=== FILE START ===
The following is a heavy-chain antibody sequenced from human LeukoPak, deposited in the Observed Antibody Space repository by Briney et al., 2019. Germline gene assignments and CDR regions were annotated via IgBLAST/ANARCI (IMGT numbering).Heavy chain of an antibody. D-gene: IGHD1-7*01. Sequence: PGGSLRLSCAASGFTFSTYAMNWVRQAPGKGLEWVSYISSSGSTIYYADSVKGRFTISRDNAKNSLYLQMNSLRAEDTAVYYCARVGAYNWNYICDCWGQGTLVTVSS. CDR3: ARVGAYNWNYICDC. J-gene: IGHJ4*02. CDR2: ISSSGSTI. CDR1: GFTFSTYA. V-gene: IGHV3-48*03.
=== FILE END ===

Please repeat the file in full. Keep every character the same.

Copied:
The following is a heavy-chain antibody sequenced from human LeukoPak, deposited in the Observed Antibody Space repository by Briney et al., 2019. Germline gene assignments and CDR regions were annotated via IgBLAST/ANARCI (IMGT numbering).Heavy chain of an antibody. D-gene: IGHD1-7*01. Sequence: PGGSLRLSCAASGFTFSTYAMNWVRQAPGKGLEWVSYISSSGSTIYYADSVKGRFTISRDNAKNSLYLQMNSLRAEDTAVYYCARVGAYNWNYICDCWGQGTLVTVSS. CDR3: ARVGAYNWNYICDC. J-gene: IGHJ4*02. CDR2: ISSSGSTI. CDR1: GFTFSTYA. V-gene: IGHV3-48*03.